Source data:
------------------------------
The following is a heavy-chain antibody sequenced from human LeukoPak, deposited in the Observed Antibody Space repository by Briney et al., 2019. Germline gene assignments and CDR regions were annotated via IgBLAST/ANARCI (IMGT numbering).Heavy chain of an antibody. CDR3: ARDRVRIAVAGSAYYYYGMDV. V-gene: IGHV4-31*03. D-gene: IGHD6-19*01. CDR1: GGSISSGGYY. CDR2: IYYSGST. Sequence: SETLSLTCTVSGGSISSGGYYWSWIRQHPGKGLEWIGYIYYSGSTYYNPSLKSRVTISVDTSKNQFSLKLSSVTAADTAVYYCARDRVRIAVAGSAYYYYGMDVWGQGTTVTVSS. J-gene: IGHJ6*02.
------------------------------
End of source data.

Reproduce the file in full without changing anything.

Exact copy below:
The following is a heavy-chain antibody sequenced from human LeukoPak, deposited in the Observed Antibody Space repository by Briney et al., 2019. Germline gene assignments and CDR regions were annotated via IgBLAST/ANARCI (IMGT numbering).Heavy chain of an antibody. CDR3: ARDRVRIAVAGSAYYYYGMDV. V-gene: IGHV4-31*03. D-gene: IGHD6-19*01. CDR1: GGSISSGGYY. CDR2: IYYSGST. Sequence: SETLSLTCTVSGGSISSGGYYWSWIRQHPGKGLEWIGYIYYSGSTYYNPSLKSRVTISVDTSKNQFSLKLSSVTAADTAVYYCARDRVRIAVAGSAYYYYGMDVWGQGTTVTVSS. J-gene: IGHJ6*02.